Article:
Over the many years that I have been a criminal defense attorney in Florida, I have represented many individuals that have been accused of the crime of theft. Some of the people that I have represented that have been arrested for and charged with retail theft have truly been the victim of misidentification. The prosecutors in these misidentification cases, once they were presented with evidence to show that my client could not have been the person that committed the crime, would do the correct thing and dismiss the charge. However, in these same cases, the store that has the loss still attempted to pursue civil damages against the person, seeking sometimes three times the amount of the actual loss. Big box stores sometimes send out demand letters from their attorneys, threatening suit if the person doesn’t pay. In many instances, this occurs even if the charge is dismissed by the prosecutor. State laws control these actions, and under what is referred to as Florida’s Treble Damage Law, the retail stores, unfortunately, do not have to set aside their civil claim for money, even if the criminal charge is dropped. If the prosecutor does maintain the charge, the prosecutor can seek what is known as criminal restitution to make whole what the retailer has lost, and while this can be a setoff against the civil demand letters for money damages sent our by the stores, remember that the two are completely separate matters.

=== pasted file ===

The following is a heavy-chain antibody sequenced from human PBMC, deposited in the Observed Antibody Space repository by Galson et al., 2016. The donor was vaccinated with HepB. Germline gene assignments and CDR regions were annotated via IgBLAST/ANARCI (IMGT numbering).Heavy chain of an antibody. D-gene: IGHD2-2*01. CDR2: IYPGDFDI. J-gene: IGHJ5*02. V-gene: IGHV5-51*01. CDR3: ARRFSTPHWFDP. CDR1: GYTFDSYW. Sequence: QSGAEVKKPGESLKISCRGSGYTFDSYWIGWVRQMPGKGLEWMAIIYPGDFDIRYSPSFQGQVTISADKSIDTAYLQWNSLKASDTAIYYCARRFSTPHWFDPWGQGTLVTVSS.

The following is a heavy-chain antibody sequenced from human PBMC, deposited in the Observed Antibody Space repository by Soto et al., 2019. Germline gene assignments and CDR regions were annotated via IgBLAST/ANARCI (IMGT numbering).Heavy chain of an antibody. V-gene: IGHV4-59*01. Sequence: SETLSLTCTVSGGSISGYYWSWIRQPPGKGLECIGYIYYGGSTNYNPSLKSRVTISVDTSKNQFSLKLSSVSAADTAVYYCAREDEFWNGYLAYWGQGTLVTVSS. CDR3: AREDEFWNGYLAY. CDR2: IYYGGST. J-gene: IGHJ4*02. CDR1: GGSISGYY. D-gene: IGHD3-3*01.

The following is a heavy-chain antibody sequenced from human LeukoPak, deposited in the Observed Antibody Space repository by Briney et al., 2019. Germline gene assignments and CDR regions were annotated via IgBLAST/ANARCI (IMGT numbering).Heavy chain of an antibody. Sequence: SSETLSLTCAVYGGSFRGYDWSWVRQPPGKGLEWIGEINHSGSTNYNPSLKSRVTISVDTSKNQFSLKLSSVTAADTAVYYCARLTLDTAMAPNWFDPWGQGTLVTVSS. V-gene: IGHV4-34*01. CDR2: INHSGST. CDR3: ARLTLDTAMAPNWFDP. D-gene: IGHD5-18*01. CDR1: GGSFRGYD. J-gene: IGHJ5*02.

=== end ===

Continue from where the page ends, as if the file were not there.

If you have been arrested, accused, or charged with any type of theft, including retail theft, and you would like to discuss your case and discuss legal representation and options, please give me a call. The initial consultation is free.